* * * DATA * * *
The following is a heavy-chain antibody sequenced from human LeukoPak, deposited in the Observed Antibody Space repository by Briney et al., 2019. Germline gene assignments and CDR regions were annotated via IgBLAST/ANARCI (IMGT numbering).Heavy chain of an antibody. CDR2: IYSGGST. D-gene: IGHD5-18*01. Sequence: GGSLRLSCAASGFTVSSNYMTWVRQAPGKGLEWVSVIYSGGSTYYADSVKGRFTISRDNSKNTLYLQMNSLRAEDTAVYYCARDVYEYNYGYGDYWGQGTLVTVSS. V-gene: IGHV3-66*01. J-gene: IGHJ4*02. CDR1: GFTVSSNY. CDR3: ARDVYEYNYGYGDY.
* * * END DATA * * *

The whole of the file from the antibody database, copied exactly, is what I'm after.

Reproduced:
The following is a heavy-chain antibody sequenced from human LeukoPak, deposited in the Observed Antibody Space repository by Briney et al., 2019. Germline gene assignments and CDR regions were annotated via IgBLAST/ANARCI (IMGT numbering).Heavy chain of an antibody. CDR2: IYSGGST. D-gene: IGHD5-18*01. Sequence: GGSLRLSCAASGFTVSSNYMTWVRQAPGKGLEWVSVIYSGGSTYYADSVKGRFTISRDNSKNTLYLQMNSLRAEDTAVYYCARDVYEYNYGYGDYWGQGTLVTVSS. V-gene: IGHV3-66*01. J-gene: IGHJ4*02. CDR1: GFTVSSNY. CDR3: ARDVYEYNYGYGDY.